A Numerical and Experimental Study of Staggered Submerged Liquid Jet Arrays Using Variable Angle Discharge Manifolds

Michael A. Henry, Kayla E. Reid, John F. Maddox, Roy W. Knight, Sushil H. Bhavnani

Research output: Contribution to journalArticlepeer-review

3 Scopus citations


Increasing numbers of power electronics modules are becoming standard in both commercial and military equipment. In order to function reliably, these technologies require a dedicated and dynamic cooling system, such as liquid jet impingement. In a jet array, the spent fluid from upstream jets interacts with the downstream jets, degrading their performance. In this study, in order to counteract this effect, an expanding manifold, with a larger area for flow downstream, was used to allow the spent fluid from upstream jets to be diverted, reducing degradation of the heat transfer coefficients downstream. A series of numerical and experimental studies of liquid jet impingement utilizing water as the working fluid were performed to examine the heat transfer rate in staggered jet arrays. The simulations performed examined manifold angles between 0° and 10°, jet Reynolds numbers between 5600 and 14 000, and pitches of 2.5, 3, 4, 4.5, and 6 nozzle diameters. The experimental technique features a unique method of translation in two orthogonal axes to provide experimentally measured 2-D maps of heat transfer coefficient. The simulations, modeled in ANSYS Fluent, revealed details of the complicated interaction between the jets, their fountain regions, and the crossflow. The angled manifold systems had greater temperature uniformity and increased heat transfer coefficients compared to systems with constant area.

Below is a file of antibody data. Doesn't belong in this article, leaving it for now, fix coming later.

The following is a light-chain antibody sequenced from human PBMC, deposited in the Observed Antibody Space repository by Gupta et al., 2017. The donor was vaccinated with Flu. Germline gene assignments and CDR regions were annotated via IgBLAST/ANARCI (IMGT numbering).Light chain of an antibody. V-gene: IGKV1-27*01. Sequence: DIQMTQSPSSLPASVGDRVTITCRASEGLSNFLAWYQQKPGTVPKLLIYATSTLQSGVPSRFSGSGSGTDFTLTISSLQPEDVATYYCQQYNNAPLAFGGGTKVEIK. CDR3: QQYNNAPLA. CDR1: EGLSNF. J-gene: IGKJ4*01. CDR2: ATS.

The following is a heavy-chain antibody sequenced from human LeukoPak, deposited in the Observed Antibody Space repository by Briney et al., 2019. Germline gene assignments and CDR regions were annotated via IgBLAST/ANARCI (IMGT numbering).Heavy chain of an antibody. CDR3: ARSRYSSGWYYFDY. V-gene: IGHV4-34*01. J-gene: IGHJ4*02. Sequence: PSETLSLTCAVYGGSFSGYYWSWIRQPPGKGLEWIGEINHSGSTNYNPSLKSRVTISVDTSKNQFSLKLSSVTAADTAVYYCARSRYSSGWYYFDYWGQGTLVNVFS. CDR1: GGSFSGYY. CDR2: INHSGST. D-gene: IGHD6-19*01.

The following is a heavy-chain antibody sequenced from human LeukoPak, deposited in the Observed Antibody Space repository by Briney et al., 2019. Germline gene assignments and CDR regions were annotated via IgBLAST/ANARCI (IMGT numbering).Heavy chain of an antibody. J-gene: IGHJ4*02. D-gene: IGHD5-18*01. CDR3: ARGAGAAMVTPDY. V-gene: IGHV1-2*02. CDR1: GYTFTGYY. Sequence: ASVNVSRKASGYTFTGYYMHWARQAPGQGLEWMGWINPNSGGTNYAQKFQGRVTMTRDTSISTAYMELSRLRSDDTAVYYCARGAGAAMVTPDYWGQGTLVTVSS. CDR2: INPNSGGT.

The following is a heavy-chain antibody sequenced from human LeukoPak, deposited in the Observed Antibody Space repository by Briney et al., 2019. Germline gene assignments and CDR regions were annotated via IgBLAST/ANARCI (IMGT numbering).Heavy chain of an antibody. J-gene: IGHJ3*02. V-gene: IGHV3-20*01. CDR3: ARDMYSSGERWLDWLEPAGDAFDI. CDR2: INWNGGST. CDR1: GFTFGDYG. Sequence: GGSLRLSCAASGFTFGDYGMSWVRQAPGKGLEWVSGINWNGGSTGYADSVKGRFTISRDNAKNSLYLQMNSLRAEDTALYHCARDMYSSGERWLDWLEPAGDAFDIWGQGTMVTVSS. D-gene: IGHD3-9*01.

Original languageEnglish
Article number8733116
Pages (from-to)2168-2176
Number of pages9
JournalIEEE Transactions on Components, Packaging and Manufacturing Technology
Issue number11
StatePublished - Nov 2019

Bibliographical note

Publisher Copyright:
© 2011-2012 IEEE.


  • Angled expanding manifold
  • fountain region effects
  • jet impingement
  • power electronics cooling
  • spent flow management
  • staggered jet array

ASJC Scopus subject areas

  • Electronic, Optical and Magnetic Materials
  • Industrial and Manufacturing Engineering
  • Electrical and Electronic Engineering


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